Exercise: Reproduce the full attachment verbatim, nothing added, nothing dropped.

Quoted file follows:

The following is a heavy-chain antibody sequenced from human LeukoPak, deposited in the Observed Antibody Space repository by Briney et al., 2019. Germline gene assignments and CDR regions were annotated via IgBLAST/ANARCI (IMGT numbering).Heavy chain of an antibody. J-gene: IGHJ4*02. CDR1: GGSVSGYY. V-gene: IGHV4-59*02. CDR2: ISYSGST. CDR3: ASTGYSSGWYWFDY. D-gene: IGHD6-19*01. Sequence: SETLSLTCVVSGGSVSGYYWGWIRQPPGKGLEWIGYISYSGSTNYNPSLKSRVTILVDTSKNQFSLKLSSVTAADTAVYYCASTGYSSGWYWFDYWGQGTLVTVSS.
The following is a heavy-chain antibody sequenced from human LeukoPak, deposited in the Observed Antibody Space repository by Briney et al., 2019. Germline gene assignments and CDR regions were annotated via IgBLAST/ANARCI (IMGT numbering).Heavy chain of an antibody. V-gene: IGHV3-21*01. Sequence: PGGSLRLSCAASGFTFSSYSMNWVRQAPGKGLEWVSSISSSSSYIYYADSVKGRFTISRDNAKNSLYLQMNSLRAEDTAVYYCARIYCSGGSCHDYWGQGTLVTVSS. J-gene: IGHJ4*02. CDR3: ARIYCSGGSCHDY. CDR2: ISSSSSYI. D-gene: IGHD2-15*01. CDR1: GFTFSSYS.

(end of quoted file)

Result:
The following is a heavy-chain antibody sequenced from human LeukoPak, deposited in the Observed Antibody Space repository by Briney et al., 2019. Germline gene assignments and CDR regions were annotated via IgBLAST/ANARCI (IMGT numbering).Heavy chain of an antibody. J-gene: IGHJ4*02. CDR1: GGSVSGYY. V-gene: IGHV4-59*02. CDR2: ISYSGST. CDR3: ASTGYSSGWYWFDY. D-gene: IGHD6-19*01. Sequence: SETLSLTCVVSGGSVSGYYWGWIRQPPGKGLEWIGYISYSGSTNYNPSLKSRVTILVDTSKNQFSLKLSSVTAADTAVYYCASTGYSSGWYWFDYWGQGTLVTVSS.
The following is a heavy-chain antibody sequenced from human LeukoPak, deposited in the Observed Antibody Space repository by Briney et al., 2019. Germline gene assignments and CDR regions were annotated via IgBLAST/ANARCI (IMGT numbering).Heavy chain of an antibody. V-gene: IGHV3-21*01. Sequence: PGGSLRLSCAASGFTFSSYSMNWVRQAPGKGLEWVSSISSSSSYIYYADSVKGRFTISRDNAKNSLYLQMNSLRAEDTAVYYCARIYCSGGSCHDYWGQGTLVTVSS. J-gene: IGHJ4*02. CDR3: ARIYCSGGSCHDY. CDR2: ISSSSSYI. D-gene: IGHD2-15*01. CDR1: GFTFSSYS.